Previously published in Examiner
Part 1 of the Geraldine Ferraro series
This series of women in high ranking positions is a major series that will be broken down into several parts. Geraldine Ferraro is the beginning of the series, then we will go onto the Queens of England, the one and only Female British Prime Minister, Margaret Thatcher, The Female Governor generals of Canada, and the one and only female Prime Minister of Canada, Right Honorable Kim Campbell. As you know Montrealers do not have a vice president nor president, our system id based on the British system has prime ministers.
In the 1980’s women were making inroads in many areas once considered for males only. American women wondered, could a woman actually become the Vice President of the United States? Geraldine Ferraro was the woman who tried to make this happen.
Geraldine Ferraro – The early years
Geraldine Ferraro was born on August 26, 1935, in Newburgh, N.Y. to a first generation Italian mother who worked as a seamstress and an Italian immigrant father and restauranteur. Geraldine became the sole surviving sibling after both her brothers died; one during infancy and the other barely three years old. Geraldine met the ugly face of death yet again; her father died of a heart attack when she was but eight years old.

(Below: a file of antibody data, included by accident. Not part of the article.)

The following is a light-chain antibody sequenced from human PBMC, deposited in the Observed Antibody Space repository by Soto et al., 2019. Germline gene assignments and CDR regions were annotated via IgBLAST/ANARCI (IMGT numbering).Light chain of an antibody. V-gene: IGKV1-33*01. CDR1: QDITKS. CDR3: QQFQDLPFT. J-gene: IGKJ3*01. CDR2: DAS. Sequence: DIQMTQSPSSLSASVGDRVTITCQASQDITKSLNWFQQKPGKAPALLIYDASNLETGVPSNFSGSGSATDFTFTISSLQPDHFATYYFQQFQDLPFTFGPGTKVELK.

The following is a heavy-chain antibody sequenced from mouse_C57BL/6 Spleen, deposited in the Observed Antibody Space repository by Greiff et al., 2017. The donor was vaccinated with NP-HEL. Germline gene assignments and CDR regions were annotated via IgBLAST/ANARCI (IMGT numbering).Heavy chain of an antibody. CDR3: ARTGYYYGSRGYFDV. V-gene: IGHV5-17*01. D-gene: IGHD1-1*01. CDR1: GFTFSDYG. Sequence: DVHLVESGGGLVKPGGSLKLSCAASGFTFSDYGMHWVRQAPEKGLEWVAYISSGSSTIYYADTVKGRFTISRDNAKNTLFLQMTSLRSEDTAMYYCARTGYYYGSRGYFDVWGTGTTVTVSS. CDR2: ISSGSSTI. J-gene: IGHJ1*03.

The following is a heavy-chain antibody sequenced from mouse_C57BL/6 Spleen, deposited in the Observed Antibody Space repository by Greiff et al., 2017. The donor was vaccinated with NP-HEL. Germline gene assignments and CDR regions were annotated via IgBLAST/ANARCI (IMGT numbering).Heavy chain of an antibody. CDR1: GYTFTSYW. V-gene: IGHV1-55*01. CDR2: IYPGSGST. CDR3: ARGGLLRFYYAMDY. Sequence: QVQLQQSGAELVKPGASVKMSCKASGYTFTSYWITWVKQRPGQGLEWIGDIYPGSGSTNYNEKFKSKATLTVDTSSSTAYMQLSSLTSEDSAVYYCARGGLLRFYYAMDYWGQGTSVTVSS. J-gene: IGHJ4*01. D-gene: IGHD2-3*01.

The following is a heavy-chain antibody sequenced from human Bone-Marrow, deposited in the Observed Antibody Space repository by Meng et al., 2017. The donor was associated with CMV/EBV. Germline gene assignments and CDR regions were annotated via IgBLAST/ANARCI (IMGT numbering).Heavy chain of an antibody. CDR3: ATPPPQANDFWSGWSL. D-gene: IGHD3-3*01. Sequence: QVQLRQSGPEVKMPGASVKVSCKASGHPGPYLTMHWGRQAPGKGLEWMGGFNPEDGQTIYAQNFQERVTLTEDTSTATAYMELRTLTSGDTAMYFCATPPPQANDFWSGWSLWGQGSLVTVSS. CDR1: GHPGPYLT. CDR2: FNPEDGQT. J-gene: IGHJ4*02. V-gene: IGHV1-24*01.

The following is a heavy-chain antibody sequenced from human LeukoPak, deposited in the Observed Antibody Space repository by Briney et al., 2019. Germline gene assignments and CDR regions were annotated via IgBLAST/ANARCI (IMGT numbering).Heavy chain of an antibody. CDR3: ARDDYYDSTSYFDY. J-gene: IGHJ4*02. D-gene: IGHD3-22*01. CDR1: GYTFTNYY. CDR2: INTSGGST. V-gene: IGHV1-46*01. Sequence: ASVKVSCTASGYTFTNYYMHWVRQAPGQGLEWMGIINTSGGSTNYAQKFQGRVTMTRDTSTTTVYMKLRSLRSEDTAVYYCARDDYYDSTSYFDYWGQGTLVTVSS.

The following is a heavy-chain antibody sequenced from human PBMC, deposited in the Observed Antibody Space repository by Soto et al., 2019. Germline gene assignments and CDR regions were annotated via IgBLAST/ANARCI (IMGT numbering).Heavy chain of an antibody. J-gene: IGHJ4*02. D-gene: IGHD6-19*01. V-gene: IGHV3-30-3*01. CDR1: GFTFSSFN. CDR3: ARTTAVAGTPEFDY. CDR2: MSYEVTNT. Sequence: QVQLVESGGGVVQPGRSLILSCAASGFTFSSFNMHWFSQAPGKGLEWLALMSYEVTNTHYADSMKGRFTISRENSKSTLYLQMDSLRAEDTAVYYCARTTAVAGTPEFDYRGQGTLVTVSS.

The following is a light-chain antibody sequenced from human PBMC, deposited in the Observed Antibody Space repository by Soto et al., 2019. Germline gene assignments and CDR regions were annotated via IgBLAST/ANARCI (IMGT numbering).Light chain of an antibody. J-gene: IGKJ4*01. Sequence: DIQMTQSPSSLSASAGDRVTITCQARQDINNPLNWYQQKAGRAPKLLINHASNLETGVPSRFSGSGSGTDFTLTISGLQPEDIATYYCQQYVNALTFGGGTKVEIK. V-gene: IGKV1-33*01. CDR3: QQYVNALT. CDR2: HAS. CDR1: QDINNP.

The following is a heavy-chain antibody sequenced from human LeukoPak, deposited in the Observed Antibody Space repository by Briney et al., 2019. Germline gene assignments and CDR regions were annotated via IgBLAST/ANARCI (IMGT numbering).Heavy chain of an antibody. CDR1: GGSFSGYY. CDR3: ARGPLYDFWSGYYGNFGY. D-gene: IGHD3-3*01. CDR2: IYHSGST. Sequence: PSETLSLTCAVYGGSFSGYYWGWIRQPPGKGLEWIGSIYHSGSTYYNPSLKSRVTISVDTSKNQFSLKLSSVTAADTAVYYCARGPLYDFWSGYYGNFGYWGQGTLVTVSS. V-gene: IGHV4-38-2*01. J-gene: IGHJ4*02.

Antonetta, Geraldine’s mother, invested the family savings and lost it through some bad investments. Geraldine and her mother had to relocate to a low rental in South Bronx. Now that they were financially distressed, Antonetta worked in the garment factory to make ends meet.
Geraldine attended a parochial school, Mount Saint Mary’s in Newburgh. She had to transfer to another parochial school in South Bronx when they relocated. By the time she was 12, she was living-in at her newest parochial school, Marymount Academy in Tarrytown, N.Y. Her education was funded by rental income the family still had in Italy.
Geraldine was very bright. She skipped the seventh grade and was a member of the honor society and very active in many clubs and sports. Geraldine graduated in 1952 and was voted “the mostly likely to succeed” by her peers.
Antonetta inspired Geraldine to continue her education even though she was facing the social mores of the time. Her own uncle remarked, “Why bother? She’s pretty. She’s a girl. She’ll get married.”
Again we see evidence of males trying to keep women down.